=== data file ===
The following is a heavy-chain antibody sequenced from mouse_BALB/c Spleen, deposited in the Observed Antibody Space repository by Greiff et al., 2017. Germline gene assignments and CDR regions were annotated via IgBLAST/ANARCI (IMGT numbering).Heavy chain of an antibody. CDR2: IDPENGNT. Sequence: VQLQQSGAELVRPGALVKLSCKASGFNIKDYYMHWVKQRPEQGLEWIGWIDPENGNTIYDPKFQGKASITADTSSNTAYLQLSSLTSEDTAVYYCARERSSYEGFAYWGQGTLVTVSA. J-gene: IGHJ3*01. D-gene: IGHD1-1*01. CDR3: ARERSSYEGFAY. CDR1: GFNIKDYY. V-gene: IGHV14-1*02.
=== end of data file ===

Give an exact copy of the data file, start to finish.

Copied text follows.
The following is a heavy-chain antibody sequenced from mouse_BALB/c Spleen, deposited in the Observed Antibody Space repository by Greiff et al., 2017. Germline gene assignments and CDR regions were annotated via IgBLAST/ANARCI (IMGT numbering).Heavy chain of an antibody. CDR2: IDPENGNT. Sequence: VQLQQSGAELVRPGALVKLSCKASGFNIKDYYMHWVKQRPEQGLEWIGWIDPENGNTIYDPKFQGKASITADTSSNTAYLQLSSLTSEDTAVYYCARERSSYEGFAYWGQGTLVTVSA. J-gene: IGHJ3*01. D-gene: IGHD1-1*01. CDR3: ARERSSYEGFAY. CDR1: GFNIKDYY. V-gene: IGHV14-1*02.